Hartsfield-Jackson worker killed in accident on the tarmac

A worker at Hartsfield-Jackson International Airport was killed Wednesday afternoon in an accident on the tarmac.

An autopsy was conducted Friday, but results were not yet available, according to the Georgia Bureau of Investigation.

The worker for a United Airlines contractor was standing next to an airplane near Concourse T when a bag loader vehicle backed up to the opening of the plane, Channel 2 Action News is reporting.

The bag loader vehicle struck the worker, who got caught between the vehicle and the plane's opening, Channel 2 Action News is reporting.

The victim was transported to Grady Memorial Hospital in Atlanta, where he died.

The Occupational Safety and Health Administration is investigating.

The Atlanta Police Department’s accident investigations unit responded to the incident and said no charges are expected at this point. APD did not release the name of the victim.

The man worked for contractor G2 Secure Staff LLC, which issued a statement saying it “is devastated by the death of an employee at Hartsfield-Jackson Atlanta International Airport earlier this week.”

The company said it is working with authorities to investigate the incident.

“Our hearts go out to his family and our primary focus at this time is to support them and his Atlanta-based colleagues,” said G2 CEO Daniel Norman in a written statement.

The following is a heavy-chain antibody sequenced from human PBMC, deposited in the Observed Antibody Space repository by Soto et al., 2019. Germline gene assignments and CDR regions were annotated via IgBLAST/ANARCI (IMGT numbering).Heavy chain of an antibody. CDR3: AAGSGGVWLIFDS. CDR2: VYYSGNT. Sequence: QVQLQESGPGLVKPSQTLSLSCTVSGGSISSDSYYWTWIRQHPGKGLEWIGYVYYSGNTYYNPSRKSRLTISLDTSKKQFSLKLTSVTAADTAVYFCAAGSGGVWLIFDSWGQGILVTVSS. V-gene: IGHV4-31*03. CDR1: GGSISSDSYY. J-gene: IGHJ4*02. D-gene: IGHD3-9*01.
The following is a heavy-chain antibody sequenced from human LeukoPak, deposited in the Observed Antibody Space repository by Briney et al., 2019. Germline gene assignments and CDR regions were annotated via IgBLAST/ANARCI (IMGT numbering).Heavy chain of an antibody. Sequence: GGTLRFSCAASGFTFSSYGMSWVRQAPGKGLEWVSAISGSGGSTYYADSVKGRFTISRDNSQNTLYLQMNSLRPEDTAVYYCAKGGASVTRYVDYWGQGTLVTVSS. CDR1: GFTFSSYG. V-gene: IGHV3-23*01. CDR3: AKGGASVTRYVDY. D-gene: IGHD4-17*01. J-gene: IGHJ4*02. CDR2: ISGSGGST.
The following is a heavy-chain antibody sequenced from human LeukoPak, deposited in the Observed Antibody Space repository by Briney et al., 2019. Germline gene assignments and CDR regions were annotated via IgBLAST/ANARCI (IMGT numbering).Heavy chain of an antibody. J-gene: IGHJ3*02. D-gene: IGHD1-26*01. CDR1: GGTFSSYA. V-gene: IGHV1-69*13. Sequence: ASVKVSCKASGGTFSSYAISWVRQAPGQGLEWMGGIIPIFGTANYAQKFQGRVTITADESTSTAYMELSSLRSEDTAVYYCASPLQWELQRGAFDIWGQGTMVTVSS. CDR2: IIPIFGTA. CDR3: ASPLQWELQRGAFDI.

United Airlines said it is reviewing the details of the incident to understand what happened.

The American Association of Airport Executives has held ramp safety workshops. Its description of the workshop says ramp safety is a significant concern in the aviation industry, and "workers can face a variety of safety concerns and hazards on ramps that, in most cases, are unregulated."

The U.S. Government Accountability Office conducted a study of ramp safety in 2007. It found that OSHA investigated 29 fatal ramp accidents from 2001 through 2006, and the majority of those fatalities were ramp workers. The fatalities generally occurred when workers were struck by vehicles or other objects, were crushed, or fell.

The GAO report said ground handling companies may serve multiple airlines at an airport and must follow the policies and procedures of each airline. That “could lead to confusion about operating procedures and safety rules and increases the likelihood of accidents,” the report states.

The GAO report also cited one expert who said there is a connection between ramp accidents and airline management's demand to keep flights departing on time with quick turnarounds, and noted a report that points to inadequate training and high turnover as contributing factors in ramp accidents.

Hartsfield-Jackson officials said in a statement: “While incidents like what took this place this week are rare, we are committed to working with all our airline partners and their contractors to make sure that corrective actions are taken to prevent something like this from happening again.”